In the new world it is crucial to clearly articulate all the work that an adviser and pension provider will be carrying out on behalf of the employer.
One organisation that has been making great leaps forward in this area in recent months is Aegon. In designing its auto enrolment proposition the company adopted a strategy of using e-commerce at every possible opportunity in order to remove paper and the associated time delays it inevitably brings. The result is a process that is virtually paperless from end to end.
For each area of an employer’s obligations there is a clear automated process designed to facilitate streamlined execution. Starting from helping the employer understand their auto enrolment timescale, by giving a countdown clock to their staging date, the system then takes payroll information, analyses the workforce and determines the categories of each employee relieving the employer of the burden of such assessment. The service can be used for both existing Aegon schemes and new arrangements.
Reporting requirements for the Pensions Regulator are addressed through the generation of management information and in addition the system provides all the communications that employers are legally obliged to give their staff. This delivers targeted information to employees at the right time. It is achieved through the use of a seven-stage communication plan that introduces employees to the principles of pension savings and auto enrolment. This explains to them stage by stage what will happen in the process as well as producing frequently asked questions and specific communications for existing scheme members. Via the assessment process it identifies the eligible job holders who need to be also enrolled and facilitates all the necessary actions for each category of employees.
It is important to recognise the considerable economies that are achieved both in processing time as well as the reduction in delays by using electronic communications as opposed to postal ones.
This is going to be particularly important during the peak auto enrolment periods where paper-based solutions might generate an overwhelming volume of documents, complicating matters when such delays can least be afforded.
From an employer perspective simply by providing Aegon with the necessary HR/payroll file and any scheme rules, the Aegon onboarding team will then set up the scheme within the Aegon auto enrolment hub, map the payroll data to the necessary formats within the company’s long-established Smart Enrol system and create the necessary user ID and password for Smart Enrol. As part of this process the team will provide WebEx or face-to-face demonstrations to the necessary staff within the employer firm on how to use Smart Enrol. At this point the employer will also be given a reminder that they need to register with tPR.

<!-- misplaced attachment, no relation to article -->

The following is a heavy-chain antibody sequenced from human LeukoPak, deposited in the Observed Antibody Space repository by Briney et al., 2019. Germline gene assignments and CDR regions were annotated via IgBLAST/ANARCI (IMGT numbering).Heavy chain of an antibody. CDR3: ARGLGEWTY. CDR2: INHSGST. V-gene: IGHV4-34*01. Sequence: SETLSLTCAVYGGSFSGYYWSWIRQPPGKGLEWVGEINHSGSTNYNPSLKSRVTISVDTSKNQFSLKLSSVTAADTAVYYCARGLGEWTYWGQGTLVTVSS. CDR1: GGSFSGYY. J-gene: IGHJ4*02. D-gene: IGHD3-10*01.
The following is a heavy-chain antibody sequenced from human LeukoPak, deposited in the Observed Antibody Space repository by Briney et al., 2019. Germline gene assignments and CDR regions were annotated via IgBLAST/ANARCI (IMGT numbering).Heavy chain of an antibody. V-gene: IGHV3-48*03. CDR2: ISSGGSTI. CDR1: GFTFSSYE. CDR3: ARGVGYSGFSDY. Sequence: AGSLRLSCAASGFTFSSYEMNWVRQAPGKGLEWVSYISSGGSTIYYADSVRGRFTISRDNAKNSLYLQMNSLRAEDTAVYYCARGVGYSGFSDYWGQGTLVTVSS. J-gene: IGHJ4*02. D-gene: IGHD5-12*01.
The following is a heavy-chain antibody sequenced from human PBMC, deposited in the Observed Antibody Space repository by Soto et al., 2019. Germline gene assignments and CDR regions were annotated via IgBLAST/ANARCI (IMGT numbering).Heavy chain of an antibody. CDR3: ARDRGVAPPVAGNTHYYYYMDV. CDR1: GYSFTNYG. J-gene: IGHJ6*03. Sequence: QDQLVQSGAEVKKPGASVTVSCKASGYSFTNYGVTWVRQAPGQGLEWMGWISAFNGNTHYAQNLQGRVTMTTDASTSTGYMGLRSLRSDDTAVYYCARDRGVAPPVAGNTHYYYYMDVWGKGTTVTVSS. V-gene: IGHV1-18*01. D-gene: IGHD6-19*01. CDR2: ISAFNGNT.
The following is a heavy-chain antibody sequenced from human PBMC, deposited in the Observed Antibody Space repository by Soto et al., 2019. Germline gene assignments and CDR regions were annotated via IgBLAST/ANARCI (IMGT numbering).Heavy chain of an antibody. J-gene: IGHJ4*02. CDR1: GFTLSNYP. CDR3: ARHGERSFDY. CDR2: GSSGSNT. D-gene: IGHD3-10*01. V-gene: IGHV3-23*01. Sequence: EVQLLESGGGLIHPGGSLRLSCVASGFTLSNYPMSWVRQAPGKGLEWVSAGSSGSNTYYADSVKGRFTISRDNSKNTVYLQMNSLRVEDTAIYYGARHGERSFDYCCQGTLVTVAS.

The Smart Enrol system validates all data to ensure that it is in the correct format, assesses the workforce and categorises each employee, in accordance with legislative requirements according to their salary and age. Where Nest is being used alongside an Aegon scheme it allocates employees to the appropriate scheme. Assessment communications are issued to all workers dependent on their category to the e-mail address that has been verified for each. The system also offers data in a CSV file for the employers to extract, for example to support a Nest arrangement.
The employer’s tasks end when they have completed the assessment and contribution processing. Going forward Smart Enrol holds all the information required to create a pension plan for new joiners and links directly to Aegon’s back office system.
Throughout the process the employer has access to a Smart Enrol dashboard which provides them with full details of all the events that need to take place and an audit trail.
The above activities are areas where it can be clearly shown that Aegon is removing a significant burden from employers. In so doing they are creating real value and services that employers should be prepared to pay for.
The above is a great example of a pension provider implementing technology and automation to achieve efficiencies that are crucial to achieve low-cost auto enrolment. Without such streamlining the process would become far more expensive for the employer, adviser and provider.
It is really important that the whole auto enrolment community does not congratulate itself too soon on apparent early success. In practice we have only seen large employers with considerable resources staging. For auto enrolment to be a real success the small and medium-size companies who begin staging next year need to be able to do so with the minimum of pain and interruption. Services such as those described above from Aegon are an excellent example of how this might best be achieved.